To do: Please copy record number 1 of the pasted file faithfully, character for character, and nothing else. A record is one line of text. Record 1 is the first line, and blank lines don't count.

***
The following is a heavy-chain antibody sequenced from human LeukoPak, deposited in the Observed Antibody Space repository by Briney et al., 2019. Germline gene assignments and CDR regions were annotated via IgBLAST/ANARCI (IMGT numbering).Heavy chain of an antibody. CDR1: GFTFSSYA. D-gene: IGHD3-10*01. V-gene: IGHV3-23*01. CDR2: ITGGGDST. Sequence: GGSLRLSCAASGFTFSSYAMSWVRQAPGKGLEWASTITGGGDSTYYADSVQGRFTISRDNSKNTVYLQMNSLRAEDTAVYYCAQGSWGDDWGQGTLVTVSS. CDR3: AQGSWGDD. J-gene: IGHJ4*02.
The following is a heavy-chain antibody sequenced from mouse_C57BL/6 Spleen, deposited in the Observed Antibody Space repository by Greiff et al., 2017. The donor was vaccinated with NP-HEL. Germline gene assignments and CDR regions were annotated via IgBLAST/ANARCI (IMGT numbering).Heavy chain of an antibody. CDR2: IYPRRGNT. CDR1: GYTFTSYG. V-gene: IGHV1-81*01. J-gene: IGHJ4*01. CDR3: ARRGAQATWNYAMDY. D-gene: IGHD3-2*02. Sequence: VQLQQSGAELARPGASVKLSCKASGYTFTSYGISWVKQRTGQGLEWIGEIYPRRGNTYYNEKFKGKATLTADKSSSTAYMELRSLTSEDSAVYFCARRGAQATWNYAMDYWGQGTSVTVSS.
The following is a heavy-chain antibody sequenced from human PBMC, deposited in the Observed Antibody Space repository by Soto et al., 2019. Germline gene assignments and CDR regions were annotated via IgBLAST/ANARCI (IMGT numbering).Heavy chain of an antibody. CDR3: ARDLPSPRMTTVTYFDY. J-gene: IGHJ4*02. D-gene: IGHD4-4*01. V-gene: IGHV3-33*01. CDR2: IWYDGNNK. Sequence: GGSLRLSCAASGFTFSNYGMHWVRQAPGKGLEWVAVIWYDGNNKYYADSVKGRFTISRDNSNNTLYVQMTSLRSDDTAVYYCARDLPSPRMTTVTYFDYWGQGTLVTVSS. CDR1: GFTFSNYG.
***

The following is a heavy-chain antibody sequenced from human LeukoPak, deposited in the Observed Antibody Space repository by Briney et al., 2019. Germline gene assignments and CDR regions were annotated via IgBLAST/ANARCI (IMGT numbering).Heavy chain of an antibody. CDR1: GFTFSSYA. D-gene: IGHD3-10*01. V-gene: IGHV3-23*01. CDR2: ITGGGDST. Sequence: GGSLRLSCAASGFTFSSYAMSWVRQAPGKGLEWASTITGGGDSTYYADSVQGRFTISRDNSKNTVYLQMNSLRAEDTAVYYCAQGSWGDDWGQGTLVTVSS. CDR3: AQGSWGDD. J-gene: IGHJ4*02.